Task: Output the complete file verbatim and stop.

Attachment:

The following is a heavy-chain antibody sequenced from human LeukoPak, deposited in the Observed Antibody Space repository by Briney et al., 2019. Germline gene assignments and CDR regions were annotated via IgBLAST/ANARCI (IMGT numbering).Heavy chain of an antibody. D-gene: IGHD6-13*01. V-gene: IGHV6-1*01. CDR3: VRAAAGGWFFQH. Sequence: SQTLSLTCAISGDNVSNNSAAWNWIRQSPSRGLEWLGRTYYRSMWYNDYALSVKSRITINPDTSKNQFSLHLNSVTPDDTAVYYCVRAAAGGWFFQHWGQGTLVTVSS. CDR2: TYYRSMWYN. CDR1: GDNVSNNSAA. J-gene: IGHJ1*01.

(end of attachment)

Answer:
The following is a heavy-chain antibody sequenced from human LeukoPak, deposited in the Observed Antibody Space repository by Briney et al., 2019. Germline gene assignments and CDR regions were annotated via IgBLAST/ANARCI (IMGT numbering).Heavy chain of an antibody. D-gene: IGHD6-13*01. V-gene: IGHV6-1*01. CDR3: VRAAAGGWFFQH. Sequence: SQTLSLTCAISGDNVSNNSAAWNWIRQSPSRGLEWLGRTYYRSMWYNDYALSVKSRITINPDTSKNQFSLHLNSVTPDDTAVYYCVRAAAGGWFFQHWGQGTLVTVSS. CDR2: TYYRSMWYN. CDR1: GDNVSNNSAA. J-gene: IGHJ1*01.